Effective Ways of Managing Workforce for Startups
A strong, consistent line of communication and direction is vital. It is imperative that your workforce understand your organization’s fundamental attributes - only then can they be empowered with higher echelons of autonomy and ownership.
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A workforce is arguably the most crucial factor in the success of any start-up. Despite today’s progressive technology resources, implementing business strategy and spurring growth is contingent on managing a workforce that is both competent and motivated. While there is no one, definitive marker to foresee employee management success, there are a couple of things one can do to efficiently manage a workforce.
A strong, consistent line of communication and direction is vital. It is imperative that your workforce understand your organization’s fundamental attributes - only then can they be empowered with higher echelons of autonomy and ownership. Once a start-up grows beyond 50 employees, regular communication programs should be implemented; such as all-hands meetings, video conferences and orientations (remember to keep these interactive to encourage feedback and participation).
A majority of traditional performance management systems are non-applicable to start-ups, and some have even attracted criticism for being inaccurate. Rather than introduce a formal review process pre-maturely, start-ups should create flexible rewards, such as bonuses or peer-to-peer appreciation. There can be great significance in rewarding an employee for doing a good job when they aren’t expecting it. In fact, a lack of pre-defined restrictions can encourage out-of-the-box thinking and motivate increased ownership towards growing the brand.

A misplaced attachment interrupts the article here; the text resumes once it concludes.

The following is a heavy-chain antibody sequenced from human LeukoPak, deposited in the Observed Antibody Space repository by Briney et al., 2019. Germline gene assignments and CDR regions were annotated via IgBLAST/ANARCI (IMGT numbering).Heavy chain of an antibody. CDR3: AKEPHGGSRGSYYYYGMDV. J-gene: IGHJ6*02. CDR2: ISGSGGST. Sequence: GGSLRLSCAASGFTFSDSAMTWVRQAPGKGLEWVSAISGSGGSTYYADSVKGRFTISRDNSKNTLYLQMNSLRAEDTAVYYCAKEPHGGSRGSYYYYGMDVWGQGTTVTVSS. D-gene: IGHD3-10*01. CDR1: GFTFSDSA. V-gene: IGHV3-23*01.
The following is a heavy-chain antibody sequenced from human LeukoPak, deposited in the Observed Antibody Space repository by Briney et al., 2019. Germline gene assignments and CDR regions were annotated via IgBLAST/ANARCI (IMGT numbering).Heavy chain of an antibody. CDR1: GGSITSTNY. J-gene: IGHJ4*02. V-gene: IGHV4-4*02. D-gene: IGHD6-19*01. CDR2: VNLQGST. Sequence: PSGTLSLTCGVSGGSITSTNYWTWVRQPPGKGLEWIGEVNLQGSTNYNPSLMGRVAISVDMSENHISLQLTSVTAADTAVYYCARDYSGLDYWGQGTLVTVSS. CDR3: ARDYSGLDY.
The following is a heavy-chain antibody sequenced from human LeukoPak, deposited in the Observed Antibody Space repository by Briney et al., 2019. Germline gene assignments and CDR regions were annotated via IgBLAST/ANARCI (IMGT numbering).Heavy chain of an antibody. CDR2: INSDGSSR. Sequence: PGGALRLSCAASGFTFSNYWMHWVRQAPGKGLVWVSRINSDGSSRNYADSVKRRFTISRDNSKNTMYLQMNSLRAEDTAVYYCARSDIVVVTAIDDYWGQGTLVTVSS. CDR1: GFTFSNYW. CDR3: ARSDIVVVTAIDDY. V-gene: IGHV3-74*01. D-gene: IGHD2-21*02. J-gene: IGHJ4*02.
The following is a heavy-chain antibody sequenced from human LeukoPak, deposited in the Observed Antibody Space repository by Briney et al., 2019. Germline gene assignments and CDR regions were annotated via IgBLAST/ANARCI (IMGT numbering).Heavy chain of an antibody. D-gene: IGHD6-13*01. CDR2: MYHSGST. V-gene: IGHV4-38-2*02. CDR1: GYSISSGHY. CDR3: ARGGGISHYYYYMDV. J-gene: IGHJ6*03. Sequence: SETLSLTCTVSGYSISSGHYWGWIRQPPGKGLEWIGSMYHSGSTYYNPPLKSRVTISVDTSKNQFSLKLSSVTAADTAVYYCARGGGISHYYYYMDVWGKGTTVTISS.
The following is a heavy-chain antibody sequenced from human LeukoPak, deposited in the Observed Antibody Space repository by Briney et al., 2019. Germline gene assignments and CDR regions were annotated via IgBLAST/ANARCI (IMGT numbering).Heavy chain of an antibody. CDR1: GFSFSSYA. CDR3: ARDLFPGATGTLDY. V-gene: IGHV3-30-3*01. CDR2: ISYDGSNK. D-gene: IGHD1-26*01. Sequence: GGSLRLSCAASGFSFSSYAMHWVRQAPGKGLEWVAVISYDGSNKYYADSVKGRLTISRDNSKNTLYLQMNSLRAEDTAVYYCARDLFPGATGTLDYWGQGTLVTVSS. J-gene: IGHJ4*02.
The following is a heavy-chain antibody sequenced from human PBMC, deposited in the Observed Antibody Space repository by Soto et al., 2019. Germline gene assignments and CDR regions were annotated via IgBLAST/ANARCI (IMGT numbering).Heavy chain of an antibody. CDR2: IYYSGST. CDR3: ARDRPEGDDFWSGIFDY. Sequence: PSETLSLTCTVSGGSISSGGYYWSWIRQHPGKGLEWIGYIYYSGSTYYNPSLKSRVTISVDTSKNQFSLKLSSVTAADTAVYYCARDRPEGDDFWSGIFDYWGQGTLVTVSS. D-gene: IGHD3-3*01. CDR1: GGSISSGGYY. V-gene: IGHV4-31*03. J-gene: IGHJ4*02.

Today, companies that succeed have leaders who listen keenly to the market and give it what it wants and needs – sometimes, even before it knows what that is. It’s the same with managing people. Rather than merely looking towards decision-makers to come up with new notions, tap into employee suggestions. This approach works especially well in the context of a start-up that is nascent and still shaping itself – and the benefits are manifold. For one, when managers listen to their staff, they give them an opportunity to have a say in which direction to steer. Not only does this build trust between both parties, but as a leader, it is crucial to have your finger on the collective pulse of your workforce. In fact, you could consider it a step closer to tapping into the wants and needs of your consumer target group. A management approach with two lines of open communication is one wherein the development of brand offerings is constantly being bettered and fine-tuned. Also, a collaborative approach towards meeting targets instills team spirit, and organically promotes workplace transparency.
A good leader can’t rule from afar– that approach isn’t conducive to keeping up with an ever-changing business landscape - leave alone at a start-up. Great leaders build from the ground up, walking alongside their pack, rather than in front of them.
For a start-up, achieving star status is an uphill climb. To play in the big leagues, know the rules inside-out, forecast precisely, hire the best talent, and adapt to the transient trends that impact your business.
Disclaimer: The views expressed in the article above are those of the authors' and do not necessarily represent or reflect the views of this publishing house
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